When you started your business, you had goals and a mission. Over time, those factors merged into every interaction you performed.
From your social media posts to your client communications, you created a voice and a brand.
For most of us, that brand creation was intentional and the product of lots of sleepless nights and countless hours to put together. For others, it just came naturally, until one day, you realized you were using the same style over and over.
But whether you have a dedicated brand or you’re working on yours, it’s important to stay true to it. It’s your personal statement, and it should never be a copycat of someone else’s vision.
In a world where peer pressure is global, and trolls will quickly call you out, it can be hard to stick to your ideals. Your business is yours, and your brand tells your target audience who you are.
If you love your personal brand but aren’t sure others will use these tips to strengthen your resolve and stay true to it.
When you started your business, was it to make an impact on your market? Did you want to make a difference or strike it rich?
Connect that goal to your brand. Where do your voice and style show your mission?
You should be able to easily pinpoint the pieces that represent your business, proving that it’s working for your original target. If you can’t, or your goals have changed, it might be time to revamp your brand.
There’s a common saying that you are who you hang around with. In business, this means that your work partners’ brands and values reflect on you.
For instance, you wouldn’t want to be a vegan-based retailer with partners in the meat sales industry. Eventually, those ties would be made public, and you’d lose a lot of consumers, along with your reputation.
While you’re building your network, do your research before you choose other businesses to work with. Make sure their values and yours align or at least aren’t clashing.
There are a lot of “angel investors” and outside financial services jumping into the world of small and medium businesses today. Their money may be helpful, but their opinions … not so much.
Having stock options and letting others invest in your company is financially advantageous. The problem is that at some point, you lose full autonomy in how your business is run.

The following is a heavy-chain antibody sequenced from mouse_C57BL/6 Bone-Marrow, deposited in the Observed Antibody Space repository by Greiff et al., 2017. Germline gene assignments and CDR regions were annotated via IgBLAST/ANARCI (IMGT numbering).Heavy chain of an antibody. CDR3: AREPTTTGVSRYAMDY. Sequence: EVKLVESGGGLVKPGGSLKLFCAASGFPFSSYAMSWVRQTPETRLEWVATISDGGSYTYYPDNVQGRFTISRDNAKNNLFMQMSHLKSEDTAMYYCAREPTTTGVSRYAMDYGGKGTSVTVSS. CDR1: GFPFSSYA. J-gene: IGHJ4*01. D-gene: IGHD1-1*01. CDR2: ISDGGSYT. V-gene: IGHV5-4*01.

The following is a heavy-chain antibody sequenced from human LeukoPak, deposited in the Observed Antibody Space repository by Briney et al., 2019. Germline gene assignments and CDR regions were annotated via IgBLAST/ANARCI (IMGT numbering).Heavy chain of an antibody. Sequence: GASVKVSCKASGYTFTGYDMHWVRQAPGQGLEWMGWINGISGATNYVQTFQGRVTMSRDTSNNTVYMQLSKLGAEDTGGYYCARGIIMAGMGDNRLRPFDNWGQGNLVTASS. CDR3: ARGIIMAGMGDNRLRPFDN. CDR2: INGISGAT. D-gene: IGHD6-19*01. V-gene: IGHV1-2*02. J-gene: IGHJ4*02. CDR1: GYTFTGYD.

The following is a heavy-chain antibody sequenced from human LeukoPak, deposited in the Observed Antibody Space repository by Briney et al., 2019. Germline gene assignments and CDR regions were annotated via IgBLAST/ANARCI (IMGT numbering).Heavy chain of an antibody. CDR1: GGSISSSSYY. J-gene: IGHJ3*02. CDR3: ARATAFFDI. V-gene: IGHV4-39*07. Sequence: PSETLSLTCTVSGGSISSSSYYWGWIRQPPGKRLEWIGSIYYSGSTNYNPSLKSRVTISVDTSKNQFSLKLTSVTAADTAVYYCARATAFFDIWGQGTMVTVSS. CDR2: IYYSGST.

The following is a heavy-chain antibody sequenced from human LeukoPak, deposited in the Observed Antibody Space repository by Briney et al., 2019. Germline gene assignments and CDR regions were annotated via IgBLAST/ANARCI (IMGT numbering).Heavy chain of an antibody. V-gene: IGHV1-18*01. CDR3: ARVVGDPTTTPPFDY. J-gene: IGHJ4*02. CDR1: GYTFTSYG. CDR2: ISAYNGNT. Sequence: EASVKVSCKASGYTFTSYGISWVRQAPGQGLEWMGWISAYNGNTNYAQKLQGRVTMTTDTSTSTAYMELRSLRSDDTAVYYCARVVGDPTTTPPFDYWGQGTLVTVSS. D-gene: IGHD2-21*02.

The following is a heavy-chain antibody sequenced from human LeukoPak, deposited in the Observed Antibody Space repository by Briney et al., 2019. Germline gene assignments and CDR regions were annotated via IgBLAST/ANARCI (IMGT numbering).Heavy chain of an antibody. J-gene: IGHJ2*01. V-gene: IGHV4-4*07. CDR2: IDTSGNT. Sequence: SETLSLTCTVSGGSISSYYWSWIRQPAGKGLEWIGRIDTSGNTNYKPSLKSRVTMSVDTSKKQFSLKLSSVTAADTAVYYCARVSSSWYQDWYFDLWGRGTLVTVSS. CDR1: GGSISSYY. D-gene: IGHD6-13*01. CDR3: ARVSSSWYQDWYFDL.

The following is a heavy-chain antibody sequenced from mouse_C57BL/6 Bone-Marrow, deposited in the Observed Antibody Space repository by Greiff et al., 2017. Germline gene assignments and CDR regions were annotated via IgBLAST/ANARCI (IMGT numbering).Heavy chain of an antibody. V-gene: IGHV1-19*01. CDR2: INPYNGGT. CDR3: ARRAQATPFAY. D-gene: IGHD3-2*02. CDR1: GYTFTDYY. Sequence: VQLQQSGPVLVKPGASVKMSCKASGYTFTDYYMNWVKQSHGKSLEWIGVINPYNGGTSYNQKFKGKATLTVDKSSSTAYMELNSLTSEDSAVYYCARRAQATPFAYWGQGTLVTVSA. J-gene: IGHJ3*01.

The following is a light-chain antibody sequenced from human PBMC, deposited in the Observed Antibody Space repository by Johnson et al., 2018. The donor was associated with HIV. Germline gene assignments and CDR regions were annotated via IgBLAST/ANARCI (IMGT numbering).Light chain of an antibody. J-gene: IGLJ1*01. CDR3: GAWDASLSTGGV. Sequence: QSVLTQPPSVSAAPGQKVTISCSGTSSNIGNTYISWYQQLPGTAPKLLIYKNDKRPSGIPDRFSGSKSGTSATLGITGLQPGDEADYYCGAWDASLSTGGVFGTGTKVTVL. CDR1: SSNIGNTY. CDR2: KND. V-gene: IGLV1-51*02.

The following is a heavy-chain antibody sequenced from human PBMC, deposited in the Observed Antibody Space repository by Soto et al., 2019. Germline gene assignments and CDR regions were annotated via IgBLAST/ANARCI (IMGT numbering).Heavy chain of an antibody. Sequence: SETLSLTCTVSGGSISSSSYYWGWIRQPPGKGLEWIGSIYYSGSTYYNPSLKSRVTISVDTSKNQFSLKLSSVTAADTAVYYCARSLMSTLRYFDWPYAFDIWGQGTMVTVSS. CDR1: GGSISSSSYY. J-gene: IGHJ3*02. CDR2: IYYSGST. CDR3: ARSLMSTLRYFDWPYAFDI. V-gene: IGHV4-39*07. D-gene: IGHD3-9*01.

Slowly, your personal brand may be lost in the goal of making money for your investors.
Keeping your finances in-house and in your control as much as possible is essential. If you need money, go the traditional route and get a loan, or check into other lending solutions, like invoice factoring or a line of credit.
What’s your true personality? Are you a bundle of laughs? A wallflower in public but outgoing behind the screen? Or do you prefer to stick with the facts and let them speak for themselves?
Whatever your authentic voice is, try to keep it ingrained in your brand, too. Consumers can tell when a business owner is faking their content. They try too hard or lack consistency.
If you’re not sure what your personal voice is, don’t try to integrate any social media accounts yet. Do some research and soul-searching first. Otherwise, your followers will catch on quickly that there’s no consistency yet as you try out different tones.
Decide if you want to get up close and personal with your followers or stay professional and distant. Do you want to be caring and warm, or serious and businesslike?
By taking the time to analyze different voices and how they match your brand, it will be easier for you to stick to the one you choose later. You’ll remember that you researched your options and picked the one you felt best represented your business.
Your “About Us” page tells the story of you, and how your business was created. When this story matches your brand, it connects your audience on a deeper level.
Here’s an example that everyone recognizes. The Starbucks logo is an image of a siren, but many people simply see it as a woman with a crown.
In reality, the creators of the company chose this image because it connected the history of coffee, Seattle, and the sea together. Although the logo has changed over the decades, the siren has remained its focus.
Your brand may evolve, but it should always remain firmly connected to your story.
In front of every successful business is a brand that helps them to be recognizable to their audience.
Your personal brand is your choice, and when you find it, stay true to it. It’s about you and your hard work, and no one else knows your journey the way you do!